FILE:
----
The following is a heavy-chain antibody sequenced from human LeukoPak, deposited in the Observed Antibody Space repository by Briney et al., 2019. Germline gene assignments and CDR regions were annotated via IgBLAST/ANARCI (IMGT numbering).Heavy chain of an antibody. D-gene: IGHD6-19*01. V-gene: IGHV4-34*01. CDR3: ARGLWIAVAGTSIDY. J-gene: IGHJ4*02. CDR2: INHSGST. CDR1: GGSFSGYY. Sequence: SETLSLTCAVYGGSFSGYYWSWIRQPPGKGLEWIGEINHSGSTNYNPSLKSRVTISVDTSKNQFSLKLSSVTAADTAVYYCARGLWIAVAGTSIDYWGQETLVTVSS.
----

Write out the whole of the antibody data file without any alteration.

The following is a heavy-chain antibody sequenced from human LeukoPak, deposited in the Observed Antibody Space repository by Briney et al., 2019. Germline gene assignments and CDR regions were annotated via IgBLAST/ANARCI (IMGT numbering).Heavy chain of an antibody. D-gene: IGHD6-19*01. V-gene: IGHV4-34*01. CDR3: ARGLWIAVAGTSIDY. J-gene: IGHJ4*02. CDR2: INHSGST. CDR1: GGSFSGYY. Sequence: SETLSLTCAVYGGSFSGYYWSWIRQPPGKGLEWIGEINHSGSTNYNPSLKSRVTISVDTSKNQFSLKLSSVTAADTAVYYCARGLWIAVAGTSIDYWGQETLVTVSS.